Published Aug. 12, 2014
Completion of the $9.8 billion nuclear construction project in Jenkinsville could be delayed up to a year longer than last reported, SCANA Corp. said Monday.
The investor-owned energy provider, parent of Cayce-based S.C. Electric & Gas Co., said it was informed by a consortium of contractors building two 1,117-megawatt reactor units that “substantial completion” of one unit has been delayed until the end of 2018 or the first half of 2019, and that the other unit would be complete 12 months later.
“These expected substantial completion dates do not reflect all efforts that may be possible to mitigate delay, nor has SCE&G accepted this new schedule,” the company said.
The company added that contractors have not yet provided any estimate of how much the delay will cost.
“SCE&G plans to re-evaluate and reschedule its owners cost estimates and cash flow requirements in light of that new schedule when it is finalized,” SCANA added. Once the company reaches an agreement with the consortium, SCE&G plans to go to the commission later this year and seek permission to revise the construction schedule and revise the cost cap.
The project, which SCE&G is building at the V.C. Summer Nuclear Station with its state-operated partner, Santee Cooper, could be as much as 2 1/2 to 3 years behind the original schedule.
In February 2009, the Public Service Commission South Carolina approved the initial order authorizing construction of two Westinghouse AP1000 reactor units. The order called for the first unit to be in commercial operation as early as April 2016 and the second to follow about a year later.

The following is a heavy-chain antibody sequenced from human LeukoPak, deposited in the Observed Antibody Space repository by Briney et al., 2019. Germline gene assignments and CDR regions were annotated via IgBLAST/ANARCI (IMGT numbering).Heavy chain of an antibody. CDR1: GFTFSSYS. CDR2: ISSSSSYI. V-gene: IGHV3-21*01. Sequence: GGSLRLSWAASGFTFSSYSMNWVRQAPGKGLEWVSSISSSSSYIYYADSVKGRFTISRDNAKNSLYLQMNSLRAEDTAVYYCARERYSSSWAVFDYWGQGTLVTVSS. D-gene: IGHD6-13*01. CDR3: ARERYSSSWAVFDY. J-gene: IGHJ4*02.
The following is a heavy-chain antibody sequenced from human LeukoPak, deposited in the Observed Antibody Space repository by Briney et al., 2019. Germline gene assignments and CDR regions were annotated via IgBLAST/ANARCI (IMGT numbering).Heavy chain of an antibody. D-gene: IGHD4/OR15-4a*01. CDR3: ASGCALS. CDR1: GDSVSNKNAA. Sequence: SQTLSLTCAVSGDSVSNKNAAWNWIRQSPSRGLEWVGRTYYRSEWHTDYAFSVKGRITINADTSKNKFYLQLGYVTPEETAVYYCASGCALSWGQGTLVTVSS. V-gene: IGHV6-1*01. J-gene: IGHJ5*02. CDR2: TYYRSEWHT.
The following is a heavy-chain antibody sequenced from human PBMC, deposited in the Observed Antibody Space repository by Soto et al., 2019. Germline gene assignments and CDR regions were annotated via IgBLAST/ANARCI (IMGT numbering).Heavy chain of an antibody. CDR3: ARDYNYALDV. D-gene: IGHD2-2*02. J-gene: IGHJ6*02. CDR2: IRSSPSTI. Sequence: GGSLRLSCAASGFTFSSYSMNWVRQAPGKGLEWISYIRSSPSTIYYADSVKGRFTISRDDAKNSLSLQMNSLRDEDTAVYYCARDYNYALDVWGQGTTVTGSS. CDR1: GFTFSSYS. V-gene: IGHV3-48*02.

However in June of 2013, SCE&G informed state regulators that completion of the project had been pushed back 10 months by delays in the delivery and manufacturing of submodules from the Lake Charles, La., facility of Chicago Bridge & Iron, the project’s contractor.
At the time, SCE&G informed the commission that completion of the first of the two new reactor units would be delayed until late 2017 or the first quarter of 2018 and completion of the second unit would be similarly delayed.
However, those completion dates were within an 18-month window that the commission agreed to when it initially approved the project.
SCANA also has said that the submodule issues could add $200 million to the project’s costs. Who’ll pay for the delay — Chicago Bridge & Iron or SCE&G — hasn’t been determined.
SCE&G owns 55% of the project and plans to increase its share to 60%. Santee Cooper will hold the balance.
The two utilities jointly operate one reactor unit, which went into commercial service in 1984, at the Summer power plant.